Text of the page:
Markets Today: A hard rain’s a-gonna fall
Donald Trump’s inauguration as the 44th President of the United States (45th if you count Grover Cleveland as both the 22nd and 24th President) will capture the world’s attention on Friday.
Ignoring the October 7 ‘flash crash’, Sterling has fallen to its lowest level against the US dollar in over 30 year this morning (since 28 June 1985 to be precise). A two cent drop at the Wellington market open follows weekend press reports in the UK Sunday Telegraph and Times newspapers that UK PM Theresa May will say in a speech on Tuesday that Britain must:
- Be prepared to leave the customs union to secure free trade deals across the world.
- Regain full control of its borders even if that means ending single market membership.
- No longer be bound by European Court of Justice rulings after Brexit. The latter is seen as likely to be particularly problematic for the rest of the EU in terms of agreeing any sort of post-Brexit transitional arrangement.
Government spin doctors are busy trying to substitute ‘clean’ for ‘hard’ as the appropriate adjective to stick in front of ‘Brexit’. The foreign exchange market isn’t having a bar of it.
The other big event since our local markets left off on Friday is an interview with US President-elect Donald Trump in the Wall street Journal published on Friday evening. In it, Trump says he won’t now be labelling China a currency manipulator on day one even though he repeats his claim they are a manipulators. Yet he also laments the strength of the dollar as ‘killing us’. Expect the US Treasury’s ‘strong dollar policy’ to soon be swapped out for plenty of ‘weak dollar’ Trump tweets.
Trump also touched on infrastructure spending (the lack of reference to which is last week’s press conference was one of the triggers for the subsequent move lower in bond yields and the dollar). In the interview, he described a special council, made up of 15 to 20 builders and engineers, who would monitor spending on his $1 trillion plan to improve the nation’s roads, bridges and other public works. “Some of the projects they’ll throw out, some of the projects they’ll expand, but all of the projects they’ll make sure we get a tremendous bang for the buck,” Mr Trump said.
We’re none the wiser on whether he plans to use public money here or merely incentivise private companies via the tax system, but markets are likely to take some hart from this ahead of this Friday’s inauguration and subsequent commencement of a more detailed ‘first 100 days’ policy agenda.
It was a fairly subdued Friday in front of a three-day U.S. weekend for the MLK day holiday. US retail sales, the night’s main economic event, underwhelmed versus expectations particularly ex-autos (0.2% against 0.5% expected). Aided by a slightly stronger than expected PPI reading, the data nevertheless appears to have been responsible for driving bond yields and – initially at least – the US dollar higher in its aftermath having been weaker into the release, before pulling back on a slightly weaker than expected preliminary January consumer confidence reading (98.1 from 98.2 and 98.5 expected).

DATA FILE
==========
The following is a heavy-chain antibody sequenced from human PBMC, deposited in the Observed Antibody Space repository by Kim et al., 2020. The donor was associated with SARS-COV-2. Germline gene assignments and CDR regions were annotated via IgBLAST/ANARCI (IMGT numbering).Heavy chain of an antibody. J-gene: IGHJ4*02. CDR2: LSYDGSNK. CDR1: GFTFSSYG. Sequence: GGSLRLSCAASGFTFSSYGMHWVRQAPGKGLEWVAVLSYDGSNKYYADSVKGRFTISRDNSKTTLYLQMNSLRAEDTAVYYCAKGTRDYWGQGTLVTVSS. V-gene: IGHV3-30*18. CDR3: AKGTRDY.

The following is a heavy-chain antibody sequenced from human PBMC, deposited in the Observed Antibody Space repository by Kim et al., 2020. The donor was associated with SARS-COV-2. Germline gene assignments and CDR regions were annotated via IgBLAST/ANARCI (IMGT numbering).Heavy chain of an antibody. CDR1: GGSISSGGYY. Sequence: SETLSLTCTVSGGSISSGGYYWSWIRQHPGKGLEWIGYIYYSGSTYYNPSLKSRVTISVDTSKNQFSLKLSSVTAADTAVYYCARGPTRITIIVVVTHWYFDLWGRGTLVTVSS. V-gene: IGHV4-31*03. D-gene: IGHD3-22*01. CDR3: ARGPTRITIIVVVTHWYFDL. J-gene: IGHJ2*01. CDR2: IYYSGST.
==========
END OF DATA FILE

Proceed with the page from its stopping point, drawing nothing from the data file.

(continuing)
The S&P ended 0.18% higher Friday for a loss of 0.1% on the week. No big move in bank stocks following results from JP Morgan, BAML and Wells Fargo. All met or beat their street estimates for EPS, but revenue numbers for both BAML and Wells Fargo fell shy of expectations. The Dow ended 0.03% lower Friday and 0.4% down on the week. The NASDAQ was +0.48% for a 1% weekly gain and a new record closing high.
In bonds, US Treasury yields were modestly firmer across the curve (2-3bps). In FX, The narrow DXY dollar index lost 0.17% to be 1.0% down on the week. The NZD was the biggest G10 winner Friday, +0.51% to 0.7131 and 2.5% up on the week. The AUD was the week’s biggest gainer however, up only 0.24% Friday to 0.7502 but 2.8% or two cents up on the week. It’s now 0.7485.
Donald Trump’s inauguration as the 44th President of the United States (45th if you count Grover Cleveland as both the 22nd and 24th President) will capture the world’s attention on Friday. Expect more ‘vision’ than policy specifics in his inauguration speech. We also get two speeches from Fed chair Janet Yellen this week, on Wednesday and Thursday. Wednesday’s looks more theoretical, Thursday’s, titled “The Economic Outlook and the Conduct of Monetary Policy”, looks the more interesting. Dudley, Williams, Kashkari and Harker all have scheduled appearance dotted through the week.
In the UK as well as PM May Tuesday speech, we should also this week learn the fate of the Supreme Court hearing into the legality of the government triggering Article 50 – and so initiating the Brexit negotiation process – without requiring parliamentary approval. This follows report last week that the government expected to lose its case. Any relief rally for GBP on the prospect of a delay triggering Article 50 beyond March should prove short-lived.
Thursday’s December labour force survey is the standout on the Australian calendar, with the consensus looking for a 10k rise in employment and unchanged 5.7% unemployment rate.
On global stock markets, the S&P 500 was +0.18%. Bond markets saw US 10-years +3.33bp to 2.40%. In commodities, Brent crude oil -1.00% to $55.45, gold-0.3% to $1,196, iron ore -0.6% to $80.54, Steaming Coal -0.7% to $83.50, Met. Coal -2.6% to $190.00. AUD is at 0.7485 and the range since Friday 5pm Sydney time is 0.7453 to 0.7506.
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